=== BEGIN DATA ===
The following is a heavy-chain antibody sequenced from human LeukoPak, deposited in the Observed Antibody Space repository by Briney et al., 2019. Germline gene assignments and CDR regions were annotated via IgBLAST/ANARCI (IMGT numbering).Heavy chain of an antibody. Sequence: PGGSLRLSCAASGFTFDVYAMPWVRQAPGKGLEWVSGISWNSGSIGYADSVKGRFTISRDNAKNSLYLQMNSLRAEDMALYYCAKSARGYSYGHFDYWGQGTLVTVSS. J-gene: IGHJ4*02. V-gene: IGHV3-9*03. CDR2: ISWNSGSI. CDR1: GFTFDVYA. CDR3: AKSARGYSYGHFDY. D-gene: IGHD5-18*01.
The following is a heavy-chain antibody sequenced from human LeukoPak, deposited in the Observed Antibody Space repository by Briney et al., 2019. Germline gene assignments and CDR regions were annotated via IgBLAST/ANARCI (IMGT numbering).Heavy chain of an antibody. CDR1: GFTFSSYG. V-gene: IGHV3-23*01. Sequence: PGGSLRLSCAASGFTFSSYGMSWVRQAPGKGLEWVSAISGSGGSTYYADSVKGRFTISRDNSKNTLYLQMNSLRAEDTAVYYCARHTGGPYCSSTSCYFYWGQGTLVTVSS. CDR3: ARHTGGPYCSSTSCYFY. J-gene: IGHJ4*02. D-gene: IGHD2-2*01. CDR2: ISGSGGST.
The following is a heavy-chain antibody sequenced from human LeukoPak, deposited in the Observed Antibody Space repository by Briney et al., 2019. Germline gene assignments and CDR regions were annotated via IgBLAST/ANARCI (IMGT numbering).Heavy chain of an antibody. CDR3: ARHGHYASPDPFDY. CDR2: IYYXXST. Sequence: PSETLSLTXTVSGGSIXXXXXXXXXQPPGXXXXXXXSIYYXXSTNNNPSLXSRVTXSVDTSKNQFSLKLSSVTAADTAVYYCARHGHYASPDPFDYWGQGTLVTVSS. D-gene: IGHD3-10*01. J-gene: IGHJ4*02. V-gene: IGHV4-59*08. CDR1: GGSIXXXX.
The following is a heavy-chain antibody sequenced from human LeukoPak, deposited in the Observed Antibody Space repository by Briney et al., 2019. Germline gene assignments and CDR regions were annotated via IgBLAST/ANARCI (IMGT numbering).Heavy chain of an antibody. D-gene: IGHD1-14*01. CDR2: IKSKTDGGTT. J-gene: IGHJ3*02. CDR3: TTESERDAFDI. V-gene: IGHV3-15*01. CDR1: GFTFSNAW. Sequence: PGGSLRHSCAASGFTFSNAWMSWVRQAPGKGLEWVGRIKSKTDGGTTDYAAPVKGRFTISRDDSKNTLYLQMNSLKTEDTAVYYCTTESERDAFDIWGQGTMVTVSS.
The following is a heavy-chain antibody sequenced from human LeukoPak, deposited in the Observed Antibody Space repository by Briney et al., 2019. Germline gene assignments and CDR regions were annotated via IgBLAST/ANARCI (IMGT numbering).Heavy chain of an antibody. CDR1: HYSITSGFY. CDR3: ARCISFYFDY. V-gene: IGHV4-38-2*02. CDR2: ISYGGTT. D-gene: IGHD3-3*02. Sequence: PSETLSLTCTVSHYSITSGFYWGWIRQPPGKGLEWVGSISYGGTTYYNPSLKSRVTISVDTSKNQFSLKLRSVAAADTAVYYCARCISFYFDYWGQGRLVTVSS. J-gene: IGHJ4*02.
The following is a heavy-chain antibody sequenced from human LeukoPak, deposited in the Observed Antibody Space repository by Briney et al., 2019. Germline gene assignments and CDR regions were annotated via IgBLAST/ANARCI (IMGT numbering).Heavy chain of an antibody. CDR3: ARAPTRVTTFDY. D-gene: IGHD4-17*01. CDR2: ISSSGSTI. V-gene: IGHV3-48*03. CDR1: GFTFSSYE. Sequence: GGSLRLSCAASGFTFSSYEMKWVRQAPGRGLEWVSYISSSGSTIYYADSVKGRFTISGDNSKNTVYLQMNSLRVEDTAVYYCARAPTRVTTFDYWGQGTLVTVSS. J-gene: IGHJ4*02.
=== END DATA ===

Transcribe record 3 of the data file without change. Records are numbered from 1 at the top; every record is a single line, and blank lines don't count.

The following is a heavy-chain antibody sequenced from human LeukoPak, deposited in the Observed Antibody Space repository by Briney et al., 2019. Germline gene assignments and CDR regions were annotated via IgBLAST/ANARCI (IMGT numbering).Heavy chain of an antibody. CDR3: ARHGHYASPDPFDY. CDR2: IYYXXST. Sequence: PSETLSLTXTVSGGSIXXXXXXXXXQPPGXXXXXXXSIYYXXSTNNNPSLXSRVTXSVDTSKNQFSLKLSSVTAADTAVYYCARHGHYASPDPFDYWGQGTLVTVSS. D-gene: IGHD3-10*01. J-gene: IGHJ4*02. V-gene: IGHV4-59*08. CDR1: GGSIXXXX.